Osbaldo Torres DOC# 243147
PO Box 97
2004-05-18 The Claremore Progress
With courage, Governor Brad Henry saved Oklahoma from a bloodbath of international attacks and image damage by commuting the death sentence of Mexican national Osbaldo Torres.
But courage has dangers. A large sector of Oklahoma voters favor the death penalty. Henry’s opponents no doubt will twist the commutation to a lying vision that the governor is soft on crime.
Torres, now to serve life imprisonment without parole, had been sentenced to death for killing an Oklahoma City couple. Mexico officially protested the execution. That country has outlawed the death penalty and there were doubts that international law was followed in handling Torres.
The specter of Torres’ execution additionally triggered protests at the state capital and increasingly widespread and hostile international news reporting.
None of these boosts Oklahoma’s reputation as a fine Christian place to locate businesses, prosper and to raise families. However, Torres’ act of murder admittedly is unforgivable and mars the image.
The parting of the waters is that Torres acted as an individual.
Executing Torres would have constituted a third killing. But, this time, performed by the State of Oklahoma representing all 3.1 million individuals living in the state.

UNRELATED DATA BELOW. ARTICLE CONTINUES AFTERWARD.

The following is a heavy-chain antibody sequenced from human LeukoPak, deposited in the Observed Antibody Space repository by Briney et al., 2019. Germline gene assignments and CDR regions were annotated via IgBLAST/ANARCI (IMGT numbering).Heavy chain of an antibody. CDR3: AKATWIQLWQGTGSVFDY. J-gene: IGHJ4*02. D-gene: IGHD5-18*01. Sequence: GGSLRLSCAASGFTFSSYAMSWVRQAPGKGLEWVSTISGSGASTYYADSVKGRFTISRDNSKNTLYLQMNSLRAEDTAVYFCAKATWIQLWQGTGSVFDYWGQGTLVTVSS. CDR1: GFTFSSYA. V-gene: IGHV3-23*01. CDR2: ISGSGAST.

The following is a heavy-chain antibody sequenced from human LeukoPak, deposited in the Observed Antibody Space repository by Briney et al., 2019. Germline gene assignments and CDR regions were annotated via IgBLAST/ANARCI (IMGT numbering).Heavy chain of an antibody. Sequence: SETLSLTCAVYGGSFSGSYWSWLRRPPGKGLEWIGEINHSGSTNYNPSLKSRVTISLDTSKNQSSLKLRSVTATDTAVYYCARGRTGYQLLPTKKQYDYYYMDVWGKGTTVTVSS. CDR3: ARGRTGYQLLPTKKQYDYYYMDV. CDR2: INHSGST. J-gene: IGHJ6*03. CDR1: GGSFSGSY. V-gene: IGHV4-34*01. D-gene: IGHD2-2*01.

Passions that drove Torres — and most killers of their fellow humans — to murder is generally a mixture of unanswered madness.
What drives a state to execute its felons is similarly puzzling. Public attitudes are split and sharply divided.
Of all criminals, murderers have been shown the least likely to ever commit crime again. Drug peddlers, burglars, shoplifters, rapists, kidnappers and robbers are the most likely recidivists.
Is capital punishment simply to punish (an eye for eye, a tooth for a tooth)? Or do backers see it as a deterrent to future crime? Is society executing the wrong class of criminals? Should the State become a killer of its own citizenry?
In Torres case, these were not the most vital questions that Henry pondered. Those are not what led to his decision to commute the death sentence. Capital punishment remains a viable issue that people across Oklahoma must decide they want or would shun.
In fact, the governor handed Torres something worse than death: life behind bars! Freedom gone! Torres, at age 18, was involved in something that will haunt him for the remainder of his life. His life is over without the public executing him.
In putting Torres to death, Henry foresaw a blizzard of attacks; major international problems; mountains of legal expenses; invaluable court time swallowed, and Oklahoma pictured as a blood-thirsty state without pity, forgiveness or people who follow the commandment of “Thou shalt not kill.” This state doesn’t need that.
With courage, Henry did the right thing last Thursday.